Aids, curricula and gender in twelve African theological schools
The article deals with the three related issues mentioned in the title in twelve theological schools that formed a network called NetACT. A questionnaire on these matters was answered by al the institutions. The article discusses the answers to three basic questions: did they implement the HIV and AIDS curricula that their network developed; what was the inﬂuence and place of these programs in their curricula and what is the gender equity situation and attitudes like at their institution? The data reveals that by addressing the issue forcefully ever since 2000 the NetACT network has decidedly changed the culture of silence and stigmatisation prevalent in the surrounding society. The article thus gives one an insider view of how African seminaries struggle with HIV and AIDS issues. As to gender it is clear that in the network’s schools female lecturers overwhelmingly feel accepted and treated as equals. They are taken seriously and listened to in classes by the students and in staff meetings by their male colleagues. However, the plight of women in African society is not an easy one. What this entails is spelled out in the answers.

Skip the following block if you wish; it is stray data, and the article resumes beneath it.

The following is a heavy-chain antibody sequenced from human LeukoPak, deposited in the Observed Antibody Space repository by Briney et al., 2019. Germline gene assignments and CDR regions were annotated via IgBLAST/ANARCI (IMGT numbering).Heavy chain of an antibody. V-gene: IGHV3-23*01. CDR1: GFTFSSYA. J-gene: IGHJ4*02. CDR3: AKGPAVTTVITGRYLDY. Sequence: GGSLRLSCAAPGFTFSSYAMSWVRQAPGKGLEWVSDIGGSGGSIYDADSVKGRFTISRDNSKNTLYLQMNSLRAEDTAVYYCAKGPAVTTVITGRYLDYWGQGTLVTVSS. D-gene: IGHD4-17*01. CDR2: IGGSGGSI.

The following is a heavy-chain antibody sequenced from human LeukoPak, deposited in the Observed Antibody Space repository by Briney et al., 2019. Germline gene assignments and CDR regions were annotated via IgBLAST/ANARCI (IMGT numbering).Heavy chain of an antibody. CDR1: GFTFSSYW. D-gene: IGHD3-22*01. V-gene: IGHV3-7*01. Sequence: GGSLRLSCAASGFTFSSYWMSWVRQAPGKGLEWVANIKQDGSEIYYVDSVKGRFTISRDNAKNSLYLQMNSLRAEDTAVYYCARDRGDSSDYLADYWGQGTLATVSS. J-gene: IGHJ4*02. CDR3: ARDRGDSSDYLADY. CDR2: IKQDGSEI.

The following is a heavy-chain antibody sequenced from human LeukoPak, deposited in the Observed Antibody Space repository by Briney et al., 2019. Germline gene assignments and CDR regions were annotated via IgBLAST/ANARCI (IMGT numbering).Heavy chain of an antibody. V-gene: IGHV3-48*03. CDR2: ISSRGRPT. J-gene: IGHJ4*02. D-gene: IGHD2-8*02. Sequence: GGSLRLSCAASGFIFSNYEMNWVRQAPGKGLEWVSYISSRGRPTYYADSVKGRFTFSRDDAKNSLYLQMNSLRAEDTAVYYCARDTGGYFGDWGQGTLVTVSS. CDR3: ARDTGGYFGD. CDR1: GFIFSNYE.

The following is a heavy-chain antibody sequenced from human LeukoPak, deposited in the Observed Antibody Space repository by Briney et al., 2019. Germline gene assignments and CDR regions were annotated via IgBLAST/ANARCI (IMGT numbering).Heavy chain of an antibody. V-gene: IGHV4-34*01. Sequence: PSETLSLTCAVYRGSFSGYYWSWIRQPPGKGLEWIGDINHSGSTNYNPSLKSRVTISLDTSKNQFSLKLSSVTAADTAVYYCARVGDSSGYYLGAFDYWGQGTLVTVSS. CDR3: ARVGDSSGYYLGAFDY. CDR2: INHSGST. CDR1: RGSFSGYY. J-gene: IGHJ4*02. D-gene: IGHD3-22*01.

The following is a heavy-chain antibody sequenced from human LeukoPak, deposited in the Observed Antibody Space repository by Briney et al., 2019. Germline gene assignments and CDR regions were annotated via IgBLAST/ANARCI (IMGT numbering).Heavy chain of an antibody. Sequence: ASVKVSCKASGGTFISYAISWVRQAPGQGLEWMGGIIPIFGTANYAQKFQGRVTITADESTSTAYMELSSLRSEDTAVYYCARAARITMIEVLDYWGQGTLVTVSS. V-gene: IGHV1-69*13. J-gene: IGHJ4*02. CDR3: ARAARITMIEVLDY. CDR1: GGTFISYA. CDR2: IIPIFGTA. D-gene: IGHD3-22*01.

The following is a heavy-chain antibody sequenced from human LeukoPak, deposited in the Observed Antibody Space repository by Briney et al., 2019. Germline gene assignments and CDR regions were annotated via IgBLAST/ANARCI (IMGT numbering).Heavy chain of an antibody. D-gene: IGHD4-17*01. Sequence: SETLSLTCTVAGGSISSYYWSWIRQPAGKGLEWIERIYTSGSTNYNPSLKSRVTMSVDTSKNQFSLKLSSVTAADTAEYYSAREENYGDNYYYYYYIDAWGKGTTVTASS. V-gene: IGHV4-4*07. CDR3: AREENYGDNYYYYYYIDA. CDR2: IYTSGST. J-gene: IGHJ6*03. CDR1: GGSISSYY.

HIV & AIDS; Curriculum development; Gender equality; Stigmatization; NetACT
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|ISSN 2226-2385 (online); ISSN 0028-2006 (print)|
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